Mark A Ivener, A Law Corporation

USCIS Releases Tips on Filing I-140 Immigrant Petition for Alien Worker

On January 21, 2010, U.S. Citizenship and Immigration Services (USCIS) released a Q&A on ways to ensure that an Immigrant Petition for Alien Worker (Form I-140) will not be rejected.

Some tips include:

  • Use the most current edition of the form, although older editions may be accepted.
  • Make sure you follow the instructions carefully regarding which location to file your I-140 petition.
  • Select only one visa preference category in Part 2 of the I-140. (USCIS will reject the I-140 petition if Part 2 is left blank or if more than one visa preference category is selected in Part 2.)
  • Respond to all questions and provide information in all of the “answer” and “check” boxes. Write “none” or “n/a” in an answer box if a question does not apply to you.
  • Print or type information using black ink only. Do not “highlight” or “background shade” your entries.
  • Make sure the petitioner signs the I-140.
  • Include the correct fee specified in the form instructions. If you file the petition with other related applications for the beneficiary, attach the fee to the petition by paper clip or staple, and indicate the name of the applicant on the payment document (i.e., in the memo field).
  • Submit one check per application. If more than one petition or application is filed using a single check, and any of the forms are found to be improperly filed, all forms will be rejected.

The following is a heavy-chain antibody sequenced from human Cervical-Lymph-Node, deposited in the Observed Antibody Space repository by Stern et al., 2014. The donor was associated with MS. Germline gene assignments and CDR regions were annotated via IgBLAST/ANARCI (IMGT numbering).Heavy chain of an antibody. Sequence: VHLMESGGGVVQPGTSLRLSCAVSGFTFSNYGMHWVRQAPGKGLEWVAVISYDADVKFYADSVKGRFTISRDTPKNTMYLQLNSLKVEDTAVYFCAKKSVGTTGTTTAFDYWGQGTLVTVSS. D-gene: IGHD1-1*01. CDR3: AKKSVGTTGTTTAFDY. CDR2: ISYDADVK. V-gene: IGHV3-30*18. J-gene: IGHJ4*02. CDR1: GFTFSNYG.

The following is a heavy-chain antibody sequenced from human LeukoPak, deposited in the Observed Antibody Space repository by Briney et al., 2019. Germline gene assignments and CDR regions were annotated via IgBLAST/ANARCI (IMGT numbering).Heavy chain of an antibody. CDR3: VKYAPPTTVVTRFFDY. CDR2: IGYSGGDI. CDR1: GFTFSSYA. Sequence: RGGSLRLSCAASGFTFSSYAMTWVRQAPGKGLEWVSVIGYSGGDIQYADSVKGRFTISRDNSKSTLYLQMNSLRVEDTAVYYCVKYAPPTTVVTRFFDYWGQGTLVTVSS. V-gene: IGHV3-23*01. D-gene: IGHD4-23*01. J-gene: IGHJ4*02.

• Submit Form G-28, Notice of Entry of Appearance as Attorney or Representative, if applicable (with original signatures of both the representative and the applicant or petitioner).
  • For petitions that are filed electronically, send the supporting documentation to the address identified in the directions for e-filing Do not submit any other paper-filed applications or petitions with the supporting documentation for the electronically filed I-140.

Other questions and answers include what to do if an incorrect visa category is selected in Part 2; what to do if the petitioner wants to request consideration of multiple visa categories on behalf of a worker; how to file an I-140 that requires a Department of Labor-approved labor certification; and how to organize the evidence with the I-140 petition.
The memo also includes tips for various types of I-140s, such as aliens of extraordinary ability; outstanding professors or researchers; multinational executives or managers; aliens of exceptional ability; members of the professions holding an advanced degree; and national interest waivers.

Among other things, the memo discusses how a successor employer can establish a successor-in-interest relationship with a predecessor employer in order to use that employer’s approved labor certification when filing an I-140 on behalf of the beneficiary named on the labor certification; and tips on “porting” to a different employer if a beneficiary’s I-140 is still pending.

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Mark A. Ivener, A Law Corporation, a nationally recognized law firm, has successfully assisted hundreds of clients in immigration matters.